Acurate diagnosis of delirium in elderly patients

Arturo Vilches Moraga, Carlos Rodriguez-Pascual
Current Opinion in Psychiatry 2007, 20 (3): 262-7

PURPOSE OF REVIEW: Delirium remains one of the most common complicating diagnoses in ailing elderly patients and a leading cause of morbidity, decreased quality of life, prolonged hospital stay, institutionalization and mortality. Despite its clinical importance and health-related costs, it often remains unrecognized or misdiagnosed. We evaluate currently available tools for the screening and diagnosis of delirium, their relevance and suitability for use in various clinical settings, as well as interobserver consistency amongst doctors and other nonclinician interviewers.

RECENT FINDINGS: Extensive clinical trial evidence has been published recently concerning advances on the three fundamental elements of delirium assessment in elderly people: identification, severity assessment and reporting of existing predisposing and precipitating factors.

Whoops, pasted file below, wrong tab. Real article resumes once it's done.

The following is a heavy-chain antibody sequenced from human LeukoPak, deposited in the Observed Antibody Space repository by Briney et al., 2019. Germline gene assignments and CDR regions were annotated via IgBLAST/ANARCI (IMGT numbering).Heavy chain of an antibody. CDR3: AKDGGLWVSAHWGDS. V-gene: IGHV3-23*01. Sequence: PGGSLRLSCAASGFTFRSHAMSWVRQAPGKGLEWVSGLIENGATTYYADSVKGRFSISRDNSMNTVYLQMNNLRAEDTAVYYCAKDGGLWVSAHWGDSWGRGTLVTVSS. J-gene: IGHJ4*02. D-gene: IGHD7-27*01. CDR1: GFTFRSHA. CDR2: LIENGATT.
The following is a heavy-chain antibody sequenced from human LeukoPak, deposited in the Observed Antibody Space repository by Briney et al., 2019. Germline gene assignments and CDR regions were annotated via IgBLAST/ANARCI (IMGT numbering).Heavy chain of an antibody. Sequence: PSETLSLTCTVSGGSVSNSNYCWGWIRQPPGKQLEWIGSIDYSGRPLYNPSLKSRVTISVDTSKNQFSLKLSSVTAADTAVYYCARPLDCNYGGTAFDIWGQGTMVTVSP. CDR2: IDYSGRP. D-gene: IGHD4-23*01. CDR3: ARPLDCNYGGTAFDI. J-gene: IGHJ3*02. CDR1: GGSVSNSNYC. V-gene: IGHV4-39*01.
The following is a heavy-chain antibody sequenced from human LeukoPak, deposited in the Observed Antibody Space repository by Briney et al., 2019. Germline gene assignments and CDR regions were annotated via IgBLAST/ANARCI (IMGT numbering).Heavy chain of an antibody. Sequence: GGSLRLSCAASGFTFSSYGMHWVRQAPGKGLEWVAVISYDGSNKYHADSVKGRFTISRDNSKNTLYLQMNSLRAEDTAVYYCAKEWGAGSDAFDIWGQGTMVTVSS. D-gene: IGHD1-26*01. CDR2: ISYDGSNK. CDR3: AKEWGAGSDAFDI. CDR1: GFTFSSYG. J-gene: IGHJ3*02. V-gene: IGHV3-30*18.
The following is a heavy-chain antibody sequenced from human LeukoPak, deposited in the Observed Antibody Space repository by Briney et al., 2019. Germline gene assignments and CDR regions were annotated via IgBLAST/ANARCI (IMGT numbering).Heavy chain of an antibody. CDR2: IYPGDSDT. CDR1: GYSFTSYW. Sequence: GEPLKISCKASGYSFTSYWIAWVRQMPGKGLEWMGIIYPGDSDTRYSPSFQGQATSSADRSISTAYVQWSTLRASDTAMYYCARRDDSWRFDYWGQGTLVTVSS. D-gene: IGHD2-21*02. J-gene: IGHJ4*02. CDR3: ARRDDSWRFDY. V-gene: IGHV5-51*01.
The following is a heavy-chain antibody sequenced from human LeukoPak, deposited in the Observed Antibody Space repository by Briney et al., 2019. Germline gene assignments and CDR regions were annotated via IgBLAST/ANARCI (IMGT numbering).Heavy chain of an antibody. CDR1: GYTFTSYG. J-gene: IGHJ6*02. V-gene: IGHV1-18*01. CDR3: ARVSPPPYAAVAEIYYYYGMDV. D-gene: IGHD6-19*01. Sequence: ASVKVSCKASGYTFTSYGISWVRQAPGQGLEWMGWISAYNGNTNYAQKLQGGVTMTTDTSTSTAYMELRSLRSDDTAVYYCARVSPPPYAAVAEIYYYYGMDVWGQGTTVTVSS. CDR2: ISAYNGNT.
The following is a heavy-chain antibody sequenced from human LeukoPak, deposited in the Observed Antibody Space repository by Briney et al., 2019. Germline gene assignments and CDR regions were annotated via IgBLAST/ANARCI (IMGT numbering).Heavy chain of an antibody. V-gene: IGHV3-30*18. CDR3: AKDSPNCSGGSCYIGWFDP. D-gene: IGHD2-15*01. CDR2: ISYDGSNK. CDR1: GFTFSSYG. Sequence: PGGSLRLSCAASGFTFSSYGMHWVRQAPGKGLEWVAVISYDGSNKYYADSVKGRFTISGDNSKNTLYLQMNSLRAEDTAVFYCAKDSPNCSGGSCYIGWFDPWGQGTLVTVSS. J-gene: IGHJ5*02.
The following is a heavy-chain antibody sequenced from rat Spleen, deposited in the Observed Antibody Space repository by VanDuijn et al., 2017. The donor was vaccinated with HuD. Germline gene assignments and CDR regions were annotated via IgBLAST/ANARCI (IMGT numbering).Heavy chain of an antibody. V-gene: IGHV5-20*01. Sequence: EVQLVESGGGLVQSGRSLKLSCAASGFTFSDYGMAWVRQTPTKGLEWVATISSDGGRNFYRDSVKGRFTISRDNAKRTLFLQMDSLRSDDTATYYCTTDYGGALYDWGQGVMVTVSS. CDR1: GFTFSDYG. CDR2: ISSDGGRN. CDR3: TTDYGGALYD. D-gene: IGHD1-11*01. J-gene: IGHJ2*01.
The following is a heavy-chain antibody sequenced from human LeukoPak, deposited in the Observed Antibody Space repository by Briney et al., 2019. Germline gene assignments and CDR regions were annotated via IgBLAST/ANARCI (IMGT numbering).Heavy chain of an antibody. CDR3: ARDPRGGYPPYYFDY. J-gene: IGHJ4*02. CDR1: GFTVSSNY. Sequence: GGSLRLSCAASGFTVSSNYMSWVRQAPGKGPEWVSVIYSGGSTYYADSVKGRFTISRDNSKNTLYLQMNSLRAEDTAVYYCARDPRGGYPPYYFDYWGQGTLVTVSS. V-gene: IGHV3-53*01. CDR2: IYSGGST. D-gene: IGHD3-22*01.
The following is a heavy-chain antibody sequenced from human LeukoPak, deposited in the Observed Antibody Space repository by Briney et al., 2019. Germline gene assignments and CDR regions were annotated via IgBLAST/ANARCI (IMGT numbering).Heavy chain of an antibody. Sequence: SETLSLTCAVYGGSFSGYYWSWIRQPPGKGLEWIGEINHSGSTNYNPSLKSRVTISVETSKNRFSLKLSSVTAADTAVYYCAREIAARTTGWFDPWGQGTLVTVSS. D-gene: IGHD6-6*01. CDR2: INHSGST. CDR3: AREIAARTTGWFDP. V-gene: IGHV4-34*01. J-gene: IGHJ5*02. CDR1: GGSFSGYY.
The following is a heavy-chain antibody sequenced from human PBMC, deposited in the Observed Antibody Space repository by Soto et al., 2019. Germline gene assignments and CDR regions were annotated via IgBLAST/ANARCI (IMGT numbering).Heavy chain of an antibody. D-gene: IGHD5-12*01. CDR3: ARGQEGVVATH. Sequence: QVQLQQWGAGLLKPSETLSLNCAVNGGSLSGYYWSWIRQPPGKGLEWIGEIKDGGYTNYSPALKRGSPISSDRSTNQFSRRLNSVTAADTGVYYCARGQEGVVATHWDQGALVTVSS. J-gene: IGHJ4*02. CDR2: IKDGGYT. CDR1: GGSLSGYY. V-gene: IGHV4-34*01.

SUMMARY: Despite advances on the pathophysiology and recognition of delirium, its detection relies on individual clinical expertise, a high index of suspicion and repeated cognitive testing of high-risk patients. Delirium diagnosis remains a clearly underresearched area; particularly, more work is required to adapt cognitive screening tools for use by nonclinicians, to develop cost-effective biochemical and molecular diagnostic techniques and to assess the effects of divulging updated consensus guidelines.

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